Although spinal fusion is a widely used treatment for various spinal diseases, there are a few reports of complications associated with the removal of fusion implants. For cases of posterolateral fusion, there are several reports of vertebral fractures occurring after screw removal8,9,15. In these cases, it was reported that the bending moment exerted on the pedicle by the cantilever effect may lead to pedicle and vertebral body fracture4,7,9,10,14. However, there have been few reports of compression fractures occurring within the fused vertebral body through interbody fusion11. The vertebral body is thought to withstand the cantilever effect and axial force better in cases of interbody fusion than in cases of posterolateral fusion because it is the fused anterior column. However, as seen in our patient, fractures can also occur inside the fused vertebral mass, suggesting that removal of fusion implants may negatively affect patients, even those with interbody fusion. To the best of our knowledge, this is the first case report to describe a vertebral compression fracture in the center of a fused segment through an interbody fusion operation. Mataki et al. suggested that removing pedicle screws while the posterior element is removed due to PLIF increases stress on the vertebral body11. It is also possible that stress shielding-related osteopenia occurred in the patient6,12,13.
This case has several implications for the treatment of patients with ASD. First, in most cases of ASD, such as in this patient, the bone mineral density of the fused vertebral body cannot be directly measured due to fusion from previous instrumentation, despite the possibility of stress shielding-related osteopenia. Vertebral body osteopenia may occur as a result of instrumented spinal fusion. In an experimental environment, osteopenia worsened in proportion to the time at which stress shielding occurred6. This suggests that local bone quality, especially in cases of a fused vertebral mass, cannot be guaranteed in patients undergoing long instrumentation times, even in those with healthy bone mineral density. Furthermore, even if computed tomography can indirectly check bone quality, accurate determination is difficult when screws are inserted into the vertebral body due to metallic artifacts. Kim et al. reported that evidence of decreased bone quality on plain lumbar radiographs includes an overall increase in radiolucency of the vertebral body, loss of trabecular bone, thinning of the cortex, and the presence of well-demarcated cortical rim9. However, given the fact that many factors can affect the image quality of plain radiographs, the question remains as to whether these findings can be used as a basis for prospective judgment.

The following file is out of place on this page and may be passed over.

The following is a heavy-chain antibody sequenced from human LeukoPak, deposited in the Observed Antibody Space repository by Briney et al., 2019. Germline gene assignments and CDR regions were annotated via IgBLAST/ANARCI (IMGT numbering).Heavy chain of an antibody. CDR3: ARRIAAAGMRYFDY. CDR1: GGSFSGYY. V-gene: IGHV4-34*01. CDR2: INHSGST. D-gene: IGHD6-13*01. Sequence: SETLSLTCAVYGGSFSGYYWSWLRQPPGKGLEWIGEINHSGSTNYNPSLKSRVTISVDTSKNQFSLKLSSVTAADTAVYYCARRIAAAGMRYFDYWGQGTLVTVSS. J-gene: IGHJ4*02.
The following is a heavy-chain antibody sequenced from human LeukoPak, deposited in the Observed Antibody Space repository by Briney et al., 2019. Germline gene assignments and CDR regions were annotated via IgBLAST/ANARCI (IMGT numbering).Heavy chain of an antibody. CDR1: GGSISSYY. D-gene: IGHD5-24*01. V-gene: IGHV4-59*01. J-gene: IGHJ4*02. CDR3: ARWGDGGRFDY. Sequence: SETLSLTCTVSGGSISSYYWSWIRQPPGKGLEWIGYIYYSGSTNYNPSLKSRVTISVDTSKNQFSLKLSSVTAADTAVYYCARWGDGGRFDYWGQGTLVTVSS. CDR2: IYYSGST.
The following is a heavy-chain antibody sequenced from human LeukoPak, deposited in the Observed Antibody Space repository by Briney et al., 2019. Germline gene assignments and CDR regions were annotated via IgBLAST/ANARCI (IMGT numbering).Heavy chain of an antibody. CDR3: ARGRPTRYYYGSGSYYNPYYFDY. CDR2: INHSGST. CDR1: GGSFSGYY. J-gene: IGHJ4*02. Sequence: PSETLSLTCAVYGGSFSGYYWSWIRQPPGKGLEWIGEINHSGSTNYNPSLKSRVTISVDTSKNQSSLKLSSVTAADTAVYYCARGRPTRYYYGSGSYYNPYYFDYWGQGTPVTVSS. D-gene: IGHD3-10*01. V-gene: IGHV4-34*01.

CONCLUSION

Vertebral compression fractures in the center of a fused segment, especially in the middle of the fused body in cases of interbody fusion, after removing fusion implants are possible but occur rarely. In patients with osteopenia or long periods of instrumentation, removal of fusion instruments should be seriously considered, and sufficient explanation should be given to the patient.

Figure 1
Preoperative anteroposterior Ⓐ and lateral Ⓑ radiographs showing previous L3-L5 interbody fusion state, reduced disc height, presence of a radiolucent lesion with vacuum inside the disc space, and sclerotic changes in both end plates at L2-L3.
nv-7-1-16f1.jpg
Figure 2
Preoperative lumbar spine computed tomography sagittal image showing solid bony fusion between L3 and L5 without evidence of pedicle screw loosening.
nv-7-1-16f2.jpg
Figure 3
Preoperative magnetic resonance image showing severe foraminal stenosis on the right side of L2-L3.
nv-7-1-16f3.jpg
Figure 4
Preoperative bone densitometry taken from hip Ⓐ and lumbar spine Ⓑ showed a value of −1.5 indicating osteopenia.
nv-7-1-16f4.jpg
Figure 5
Postoperative anteroposterior Ⓐ and lateral Ⓑ radiographs showing that solid bony fusion had formed between L3 and L5, the removal of previous instruments, and an oblique lumbar interbody fusion state at L2-L3.
nv-7-1-16f5.jpg
Figure 6
Anteroposterior Ⓐ and lateral Ⓑ radiographs taken at 1 month after surgery showing a compression fracture of L4.
nv-7-1-16f6.jpg

REFERENCES

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2. Cho KJ, Suk SI, Park SR, Kim JH, Kim SS, Choi WK, et al: Complications in posterior fusion and instrumentation for degenerative lumbar scoliosis. Spine 32:2232-2237, 2007
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9. Kim SK, Chung JY, Seo HY, Lee WG: Vertebral compression fracture within a solid fusion mass without trauma after removal of pedicle screws. Spine 16:e219-e223, 2016